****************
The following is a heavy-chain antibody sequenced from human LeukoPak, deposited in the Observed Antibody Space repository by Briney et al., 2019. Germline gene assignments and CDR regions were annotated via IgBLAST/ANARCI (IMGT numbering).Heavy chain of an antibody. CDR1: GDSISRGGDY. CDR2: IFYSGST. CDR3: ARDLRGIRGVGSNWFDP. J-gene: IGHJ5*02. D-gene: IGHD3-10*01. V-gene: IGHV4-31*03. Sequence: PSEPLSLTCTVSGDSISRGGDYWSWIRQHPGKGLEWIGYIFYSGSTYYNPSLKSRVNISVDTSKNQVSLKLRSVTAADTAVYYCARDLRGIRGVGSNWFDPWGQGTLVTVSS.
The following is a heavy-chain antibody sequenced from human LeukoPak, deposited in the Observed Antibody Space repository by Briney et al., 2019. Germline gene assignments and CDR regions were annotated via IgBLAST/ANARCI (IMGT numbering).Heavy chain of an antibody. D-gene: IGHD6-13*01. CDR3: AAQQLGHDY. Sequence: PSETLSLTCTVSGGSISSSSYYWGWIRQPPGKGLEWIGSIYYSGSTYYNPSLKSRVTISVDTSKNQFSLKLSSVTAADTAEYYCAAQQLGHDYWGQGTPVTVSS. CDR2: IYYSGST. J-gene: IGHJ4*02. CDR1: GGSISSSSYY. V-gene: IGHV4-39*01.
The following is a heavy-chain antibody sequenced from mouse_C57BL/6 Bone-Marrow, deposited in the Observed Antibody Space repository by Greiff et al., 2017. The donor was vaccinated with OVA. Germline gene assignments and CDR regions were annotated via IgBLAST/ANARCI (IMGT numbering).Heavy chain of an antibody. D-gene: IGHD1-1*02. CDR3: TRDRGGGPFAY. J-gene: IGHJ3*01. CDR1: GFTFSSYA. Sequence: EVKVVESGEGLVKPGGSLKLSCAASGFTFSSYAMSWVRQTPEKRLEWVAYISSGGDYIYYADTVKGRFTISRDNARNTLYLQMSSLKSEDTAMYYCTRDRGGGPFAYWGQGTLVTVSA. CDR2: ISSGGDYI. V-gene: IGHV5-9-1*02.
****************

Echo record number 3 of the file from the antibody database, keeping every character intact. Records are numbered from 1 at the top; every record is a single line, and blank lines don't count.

The following is a heavy-chain antibody sequenced from mouse_C57BL/6 Bone-Marrow, deposited in the Observed Antibody Space repository by Greiff et al., 2017. The donor was vaccinated with OVA. Germline gene assignments and CDR regions were annotated via IgBLAST/ANARCI (IMGT numbering).Heavy chain of an antibody. D-gene: IGHD1-1*02. CDR3: TRDRGGGPFAY. J-gene: IGHJ3*01. CDR1: GFTFSSYA. Sequence: EVKVVESGEGLVKPGGSLKLSCAASGFTFSSYAMSWVRQTPEKRLEWVAYISSGGDYIYYADTVKGRFTISRDNARNTLYLQMSSLKSEDTAMYYCTRDRGGGPFAYWGQGTLVTVSA. CDR2: ISSGGDYI. V-gene: IGHV5-9-1*02.